Cadfael tells the story of the medieval detective monk, looking for two missing children, Yves and Ermina Hugonin and their Nun tutor Sister Hilaria. Whilst also looking after Brother Elyas who was found robbed, beaten and left for dead. All in the back drop of Shropshire in 1139 with gangs robbing, pillaging and killing innocent people and burning properties to the ground.
This show offered such great potential that it failed to live up to, however with this performance being at the very start of the tour there is still time for the production to gel together and the actors settle more comfortably into their roles. Whilst some cast members feel the need to constantly overact and others just nonchalantly mooch into their role, Gareth Thomas portrays Brother Cadfael perfectly, his wonderful honeyed tones help with the narration of this very heavy going show. But Cadfael nicely solves all the mysteries with a very clichéd ending that Ellis Peters hammers home with the touch of a mallet trying to break an egg.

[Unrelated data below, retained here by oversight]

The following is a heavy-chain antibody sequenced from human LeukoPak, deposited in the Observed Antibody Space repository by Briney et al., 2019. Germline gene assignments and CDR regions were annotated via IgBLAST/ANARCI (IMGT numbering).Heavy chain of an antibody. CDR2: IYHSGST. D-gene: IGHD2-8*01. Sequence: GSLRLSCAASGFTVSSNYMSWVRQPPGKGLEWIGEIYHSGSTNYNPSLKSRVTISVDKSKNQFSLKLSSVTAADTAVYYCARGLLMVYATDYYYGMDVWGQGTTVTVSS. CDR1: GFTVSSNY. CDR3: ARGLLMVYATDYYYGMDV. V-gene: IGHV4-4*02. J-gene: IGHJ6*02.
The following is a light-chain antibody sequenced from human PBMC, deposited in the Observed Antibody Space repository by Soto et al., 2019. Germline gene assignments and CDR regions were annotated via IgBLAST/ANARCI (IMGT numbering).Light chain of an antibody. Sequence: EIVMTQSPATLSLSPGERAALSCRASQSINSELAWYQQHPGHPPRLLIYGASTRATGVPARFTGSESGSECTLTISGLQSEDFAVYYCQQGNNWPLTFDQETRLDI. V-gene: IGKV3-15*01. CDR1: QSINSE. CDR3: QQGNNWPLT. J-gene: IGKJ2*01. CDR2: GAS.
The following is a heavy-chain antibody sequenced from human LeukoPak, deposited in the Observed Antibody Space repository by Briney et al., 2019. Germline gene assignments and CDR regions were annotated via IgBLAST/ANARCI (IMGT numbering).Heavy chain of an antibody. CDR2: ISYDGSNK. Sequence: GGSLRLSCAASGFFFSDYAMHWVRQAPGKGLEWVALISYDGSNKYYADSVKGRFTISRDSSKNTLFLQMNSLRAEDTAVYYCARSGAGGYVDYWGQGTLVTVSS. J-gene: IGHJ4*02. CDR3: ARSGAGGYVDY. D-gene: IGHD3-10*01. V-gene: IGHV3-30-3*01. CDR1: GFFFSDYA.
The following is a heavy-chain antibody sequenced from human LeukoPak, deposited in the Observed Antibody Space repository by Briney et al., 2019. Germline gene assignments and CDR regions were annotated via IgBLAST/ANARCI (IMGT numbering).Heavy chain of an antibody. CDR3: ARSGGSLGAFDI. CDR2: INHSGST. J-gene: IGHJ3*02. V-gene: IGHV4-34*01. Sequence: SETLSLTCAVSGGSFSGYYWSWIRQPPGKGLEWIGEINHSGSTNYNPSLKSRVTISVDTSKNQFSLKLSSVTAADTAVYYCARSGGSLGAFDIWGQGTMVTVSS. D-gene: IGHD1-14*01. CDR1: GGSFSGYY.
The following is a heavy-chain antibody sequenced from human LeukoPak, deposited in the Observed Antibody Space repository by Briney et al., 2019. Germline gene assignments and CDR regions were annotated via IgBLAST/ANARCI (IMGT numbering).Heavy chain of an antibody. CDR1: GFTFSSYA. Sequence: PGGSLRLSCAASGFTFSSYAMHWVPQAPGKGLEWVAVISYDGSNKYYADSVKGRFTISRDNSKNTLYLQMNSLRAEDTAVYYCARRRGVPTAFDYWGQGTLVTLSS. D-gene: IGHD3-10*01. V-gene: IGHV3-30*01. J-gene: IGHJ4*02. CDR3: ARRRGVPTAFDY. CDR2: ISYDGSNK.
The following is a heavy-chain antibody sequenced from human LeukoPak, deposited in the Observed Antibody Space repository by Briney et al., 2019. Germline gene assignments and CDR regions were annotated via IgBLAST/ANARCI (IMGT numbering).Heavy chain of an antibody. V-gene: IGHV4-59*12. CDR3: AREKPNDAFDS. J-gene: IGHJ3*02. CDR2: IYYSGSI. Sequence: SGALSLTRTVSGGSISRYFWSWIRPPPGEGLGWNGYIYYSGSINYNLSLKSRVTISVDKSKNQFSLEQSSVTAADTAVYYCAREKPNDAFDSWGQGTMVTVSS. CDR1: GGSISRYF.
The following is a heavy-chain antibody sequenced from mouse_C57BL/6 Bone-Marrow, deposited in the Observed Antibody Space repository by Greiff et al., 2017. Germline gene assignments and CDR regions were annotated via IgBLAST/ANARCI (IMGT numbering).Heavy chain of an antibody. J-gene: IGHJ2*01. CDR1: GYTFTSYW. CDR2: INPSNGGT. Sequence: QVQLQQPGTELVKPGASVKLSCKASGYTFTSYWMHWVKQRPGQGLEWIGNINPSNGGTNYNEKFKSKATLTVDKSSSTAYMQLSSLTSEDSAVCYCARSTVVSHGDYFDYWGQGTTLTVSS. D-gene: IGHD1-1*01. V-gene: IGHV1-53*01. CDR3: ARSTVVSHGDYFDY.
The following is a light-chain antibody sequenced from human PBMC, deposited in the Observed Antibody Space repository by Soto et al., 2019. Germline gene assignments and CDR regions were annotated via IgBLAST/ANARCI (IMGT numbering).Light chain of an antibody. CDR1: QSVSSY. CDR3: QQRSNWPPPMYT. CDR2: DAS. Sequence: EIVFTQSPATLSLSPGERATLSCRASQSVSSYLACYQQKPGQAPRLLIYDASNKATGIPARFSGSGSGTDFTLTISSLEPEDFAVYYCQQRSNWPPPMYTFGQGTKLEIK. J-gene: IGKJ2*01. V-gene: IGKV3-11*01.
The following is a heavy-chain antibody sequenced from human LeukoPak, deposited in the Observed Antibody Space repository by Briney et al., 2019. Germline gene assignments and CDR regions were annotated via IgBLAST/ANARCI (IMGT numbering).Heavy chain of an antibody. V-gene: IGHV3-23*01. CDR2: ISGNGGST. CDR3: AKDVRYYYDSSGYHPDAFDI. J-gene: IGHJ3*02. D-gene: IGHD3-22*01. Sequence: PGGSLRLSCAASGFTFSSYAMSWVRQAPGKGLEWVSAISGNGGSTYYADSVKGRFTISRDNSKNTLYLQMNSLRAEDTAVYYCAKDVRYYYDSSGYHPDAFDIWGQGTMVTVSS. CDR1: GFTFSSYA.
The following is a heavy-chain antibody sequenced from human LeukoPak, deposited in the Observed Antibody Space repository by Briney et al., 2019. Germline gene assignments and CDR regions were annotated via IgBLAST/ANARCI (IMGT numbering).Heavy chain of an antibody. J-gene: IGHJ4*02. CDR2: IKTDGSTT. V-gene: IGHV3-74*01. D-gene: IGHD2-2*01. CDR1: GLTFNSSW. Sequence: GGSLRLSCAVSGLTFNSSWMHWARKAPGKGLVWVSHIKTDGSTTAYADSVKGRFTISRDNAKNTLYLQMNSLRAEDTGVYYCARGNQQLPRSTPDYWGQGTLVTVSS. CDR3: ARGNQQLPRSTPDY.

The scenery caused unintentional hilarity having a mind of its own and causing no end of problems for the habit bedecked movers. And some of the props over acted as much as the cast. We were also treated to some background film to help with the flow of the story interlaced with the live acting.
The music throughout is glorious, with beautiful tunes and Gregorian chanting and it’s worth a trip to the show purely for this.